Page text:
Thar has many elements jostling for our attention: a small outpost in a border town, a mysterious stranger, a couple of cops, and a series of bodies, draining life blood, decomposing, dying. But it’s one of those films where the setting is the real hero – the ‘marusthal’ (desert) that stretches as far as the eye can see, the crumbling forts, the bare trees offering meager shade, the unrelenting and harsh beauty . This stunning landscape and haunting soundscape become the site of a “bawandar” (storm), as one main character describes it, which sweeps away everything in its path. These images and sounds of Tar will stick with me, even if I quibble over some of them.
This film would have been called a spaghetti western when Sholay (1975) was released. The filmmakers know how Thar, set in 1985, reminds us of the OG desi western – a balcony with a woman towering over it, blazing desert lights, gunmen slamming on horses and screeching violins. And just in case we’ve lost sight of him, Detective Surekha Singh (Anil Kapoor), who likes to be explanatory, wonders aloud if this isn’t the bad guy Gabbar anymore, but maybe Jai and Veeru, or even Basanti, or, you know, Ramlal?
Having believed he’d muddied the waters enough (dialogue credited to Anurag Kashyap, who was probably smiling when he wrote this and other salty, invective-laden lines in the film), the cop who stuck by his work without getting a promotion, returns to work: who is behind the killings?
As in all good westerns, the needle of suspicion swings towards the almost silent outsider, who frequents a small restaurant run by a cheerful man in suspenders. Siddharth (Harsh Varrdhan Kapoor) wears “khakee” and ochre, which match the colors of the film, and criss-crosses the area in a muddy jeep. Who is this guy? Is he really an antique dealer as he claims? Or is there something more sinister going on? There are drug cultivators and smugglers. Were they responsible for the terrible acts?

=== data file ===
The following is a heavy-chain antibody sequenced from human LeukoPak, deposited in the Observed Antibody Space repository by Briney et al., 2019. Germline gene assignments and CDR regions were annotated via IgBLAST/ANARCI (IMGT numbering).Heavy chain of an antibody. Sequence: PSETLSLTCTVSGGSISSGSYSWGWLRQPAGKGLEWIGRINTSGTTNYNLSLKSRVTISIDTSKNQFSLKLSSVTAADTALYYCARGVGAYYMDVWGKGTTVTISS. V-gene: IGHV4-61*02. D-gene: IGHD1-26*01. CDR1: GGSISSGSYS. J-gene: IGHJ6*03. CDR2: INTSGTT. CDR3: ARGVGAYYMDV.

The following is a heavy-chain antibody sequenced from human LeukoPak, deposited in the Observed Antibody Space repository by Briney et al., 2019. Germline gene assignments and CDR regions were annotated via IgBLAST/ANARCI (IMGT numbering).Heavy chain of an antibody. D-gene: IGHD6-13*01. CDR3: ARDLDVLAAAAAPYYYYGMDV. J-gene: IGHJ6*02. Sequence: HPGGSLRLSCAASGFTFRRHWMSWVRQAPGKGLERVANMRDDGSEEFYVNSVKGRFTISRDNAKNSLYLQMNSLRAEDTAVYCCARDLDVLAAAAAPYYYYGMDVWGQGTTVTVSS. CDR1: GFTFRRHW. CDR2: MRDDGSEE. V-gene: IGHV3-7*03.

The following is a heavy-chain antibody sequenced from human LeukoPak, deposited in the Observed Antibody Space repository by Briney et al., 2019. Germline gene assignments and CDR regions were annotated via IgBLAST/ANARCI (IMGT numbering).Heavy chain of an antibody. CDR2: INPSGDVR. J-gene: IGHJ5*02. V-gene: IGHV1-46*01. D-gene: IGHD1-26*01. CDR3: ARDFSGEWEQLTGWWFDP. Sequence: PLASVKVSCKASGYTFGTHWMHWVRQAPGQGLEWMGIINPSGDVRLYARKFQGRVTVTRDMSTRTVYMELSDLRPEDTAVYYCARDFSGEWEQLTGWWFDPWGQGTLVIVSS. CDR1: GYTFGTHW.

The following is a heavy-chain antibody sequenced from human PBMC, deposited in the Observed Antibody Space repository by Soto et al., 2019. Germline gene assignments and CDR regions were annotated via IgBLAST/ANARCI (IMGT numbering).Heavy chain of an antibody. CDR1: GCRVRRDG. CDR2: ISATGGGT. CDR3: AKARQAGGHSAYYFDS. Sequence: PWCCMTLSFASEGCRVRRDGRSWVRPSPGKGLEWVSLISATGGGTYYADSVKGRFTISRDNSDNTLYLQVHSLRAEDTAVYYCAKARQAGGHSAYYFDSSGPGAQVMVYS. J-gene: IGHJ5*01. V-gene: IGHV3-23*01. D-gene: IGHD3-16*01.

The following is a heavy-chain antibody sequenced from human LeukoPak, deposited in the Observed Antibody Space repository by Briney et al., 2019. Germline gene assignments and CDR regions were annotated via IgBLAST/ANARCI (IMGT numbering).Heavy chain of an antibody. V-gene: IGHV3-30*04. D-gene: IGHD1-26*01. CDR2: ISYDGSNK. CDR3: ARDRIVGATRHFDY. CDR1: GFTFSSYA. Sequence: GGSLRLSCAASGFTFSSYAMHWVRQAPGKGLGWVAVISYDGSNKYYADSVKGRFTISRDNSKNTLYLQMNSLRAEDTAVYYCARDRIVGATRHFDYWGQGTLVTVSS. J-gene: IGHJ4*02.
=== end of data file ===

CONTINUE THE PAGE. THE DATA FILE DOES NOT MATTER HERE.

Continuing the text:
Meanwhile, we are presented with the most gruesome and gruesome scenes of violence, bordering on torture porn. And this is where the film begins to seem excessive: the victims, suspended from the ceiling, blood flowing through multiple orifices (I will never see a rat in the same way again), tirelessly beg for mercy. At that time, we are numb and don’t care about anything. A well-judged mystery reveals its cards at the right time. In the Thar, it’s just a little too late. Between the two, a section featuring “afeem” (opium) smugglers from Pakistan and their accomplices on the Indian side is added. But those threads don’t really tie together well enough, and the film, for all its brilliant technical specs, feels underwhelming. .
In a place that seems so real, many actors seem grafted. The group believed to be locals (Jitendra Joshi and Sanjay Bishnoi among them) look like they might belong, but even they stand out when placed against the villagers that dot multiple scenes. Fatima Sana Shaikh makes us aware that she has hidden feelings, but she commands attention and her outfit looks like a costume. And Harsh Varrdhan is too deadpan even when he shares his restlessness. By contrast, Anil Kapoor, though not appearing rustic enough, glides smoothly through the film, zigzagging, tugging, swearing with ease: he is the film’s worn and weary moral center, and he does not dodge a single ball.
The best performance comes from Satish Kaushik: as a lower caste cop whose uniform is a shield in more ways than one, Bhure is one with the ‘thar’. That’s where he comes from, and that’s where he’s going.
Director of the film Thar: Raj Singh Chaudhary
The cast of the film Thar: Anil Kapoor, Harsh Varrdhan Kapoor, Satish Kaushik, Fatima Sana Shaikh, Jitendra Joshi, Sanjay Bishnoi, Sanjay Dadhich, Mukti Mohan
Ranking of the stars of the film Thar: 2.5 stars